Laparoscopic Appendectomy In Children
WHAT YOU SHOULD KNOW:
Laparoscopic appendectomy is surgery to remove your child's appendix. During this surgery, small incisions are made in your child's abdomen. A small scope and special tools are inserted through these incisions. A scope is a flexible tube with a light and camera on the end.
AFTER YOU LEAVE:
- Antibiotics: This medicine is given to fight an infection caused by bacteria. Give your child this medicine exactly as ordered by his healthcare provider. Do not stop giving your child the antibiotics unless directed by his healthcare provider. Never save antibiotics or give your child leftover antibiotics that were given to him for another illness.
- Pain medicine: Your child may need medicine to take away or decrease pain. Know how often your child should get the medicine and how much. Watch for signs of pain in your child. Tell caregivers if his pain continues or gets worse. To prevent falls, stay with your child to help him get out of bed.
- Give your child's medicine as directed: Call your child's healthcare provider if you think the medicine is not working as expected. Tell him if your child is allergic to any medicine. Keep a current list of the medicines, vitamins, and herbs your child takes. Include the amounts, and when, how, and why they are taken. Bring the list or the medicines in their containers to follow-up visits. Carry your child's medicine list with you in case of an emergency. Throw away old medicine lists.
Follow up with your child's healthcare provider as directed:
Write down your questions so you remember to ask them during your child's visits.
Your child may need more rest than he realizes as he heals.
Quiet play will keep your child safely busy so he does not become restless and risk hurting himself. Have your child read or draw quietly when he is awake. Follow instructions for how much rest your child should get while he heals.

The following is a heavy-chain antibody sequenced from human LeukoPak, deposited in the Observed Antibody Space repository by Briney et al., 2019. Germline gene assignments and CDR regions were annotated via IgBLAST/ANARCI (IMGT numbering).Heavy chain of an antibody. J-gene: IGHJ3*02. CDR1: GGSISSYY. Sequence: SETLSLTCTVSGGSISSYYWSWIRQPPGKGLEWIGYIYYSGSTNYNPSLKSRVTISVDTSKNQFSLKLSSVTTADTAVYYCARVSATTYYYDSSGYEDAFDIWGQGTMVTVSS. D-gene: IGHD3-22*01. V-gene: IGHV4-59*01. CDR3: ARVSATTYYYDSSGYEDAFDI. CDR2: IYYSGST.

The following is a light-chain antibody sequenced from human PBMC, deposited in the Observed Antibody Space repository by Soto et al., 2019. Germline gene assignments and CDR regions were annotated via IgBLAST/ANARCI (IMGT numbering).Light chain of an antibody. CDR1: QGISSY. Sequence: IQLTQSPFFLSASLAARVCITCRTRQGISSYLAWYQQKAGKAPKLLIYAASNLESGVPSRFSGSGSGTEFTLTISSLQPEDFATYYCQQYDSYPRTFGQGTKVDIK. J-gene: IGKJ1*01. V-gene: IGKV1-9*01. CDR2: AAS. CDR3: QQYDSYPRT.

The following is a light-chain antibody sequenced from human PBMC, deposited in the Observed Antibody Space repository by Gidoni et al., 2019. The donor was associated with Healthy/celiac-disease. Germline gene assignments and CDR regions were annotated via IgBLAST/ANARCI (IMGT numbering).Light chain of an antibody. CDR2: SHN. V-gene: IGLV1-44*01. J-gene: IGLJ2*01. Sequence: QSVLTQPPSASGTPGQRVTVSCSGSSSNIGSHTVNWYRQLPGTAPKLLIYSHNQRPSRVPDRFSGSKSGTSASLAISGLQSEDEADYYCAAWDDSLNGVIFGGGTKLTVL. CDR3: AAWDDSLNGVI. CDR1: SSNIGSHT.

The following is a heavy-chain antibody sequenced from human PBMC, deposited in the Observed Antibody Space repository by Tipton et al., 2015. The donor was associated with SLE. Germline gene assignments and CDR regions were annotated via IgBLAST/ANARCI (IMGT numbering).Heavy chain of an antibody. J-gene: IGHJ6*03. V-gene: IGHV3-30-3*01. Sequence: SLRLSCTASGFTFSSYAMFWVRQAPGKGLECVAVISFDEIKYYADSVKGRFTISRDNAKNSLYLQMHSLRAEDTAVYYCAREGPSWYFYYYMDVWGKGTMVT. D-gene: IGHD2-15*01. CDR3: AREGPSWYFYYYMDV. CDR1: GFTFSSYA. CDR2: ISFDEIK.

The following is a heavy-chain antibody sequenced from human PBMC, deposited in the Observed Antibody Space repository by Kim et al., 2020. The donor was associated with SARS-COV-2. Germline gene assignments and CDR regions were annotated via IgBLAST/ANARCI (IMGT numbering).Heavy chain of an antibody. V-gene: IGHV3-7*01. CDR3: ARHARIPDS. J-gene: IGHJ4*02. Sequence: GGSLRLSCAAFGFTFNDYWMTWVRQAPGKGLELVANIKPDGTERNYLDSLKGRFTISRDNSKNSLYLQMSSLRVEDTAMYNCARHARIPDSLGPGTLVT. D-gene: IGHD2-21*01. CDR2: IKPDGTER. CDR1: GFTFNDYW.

Ask your child's primary healthcare provider when your child can begin his usual activities.
Give your child a variety of healthy foods:
This may help him have more energy and heal faster. Healthy foods include fruits, vegetables, whole-grain breads, low-fat dairy products, beans, lean meat, and fish. Ask if your child needs to be on a special diet.
When your child is allowed to bathe or shower, carefully wash his incisions with soap and water. If he has bandages, change them any time they get wet or dirty. Ask your child's primary healthcare provider for more information about wound care.
Contact your child's primary healthcare provider if:
- Your child has a fever.
- Your child has chills, a cough, or feels weak and achy.
- Your child has nausea or vomiting.
- Your child is irritable and crying more than usual.
- You have any questions or concerns about your child's surgery, condition, or care.
Seek care immediately or call 911 if:
- Blood soaks through your child's bandage.
- There is pus or a foul-smelling odor coming from your child's wound.
- Your child feels full and cannot burp or vomit.
- Your child is not able to have a bowel movement.
- Your child is not able to eat or drink.
- Your child is urinating less or not at all.
- Your child's vomit is greenish, looks like coffee grounds, or has blood in it.
© 2014 Truven Health Analytics Inc. Information is for End User's use only and may not be sold, redistributed or otherwise used for commercial purposes. All illustrations and images included in CareNotes® are the copyrighted property of A.D.A.M., Inc. or Truven Health Analytics.
The above information is an educational aid only. It is not intended as medical advice for individual conditions or treatments. Talk to your doctor, nurse or pharmacist before following any medical regimen to see if it is safe and effective for you.
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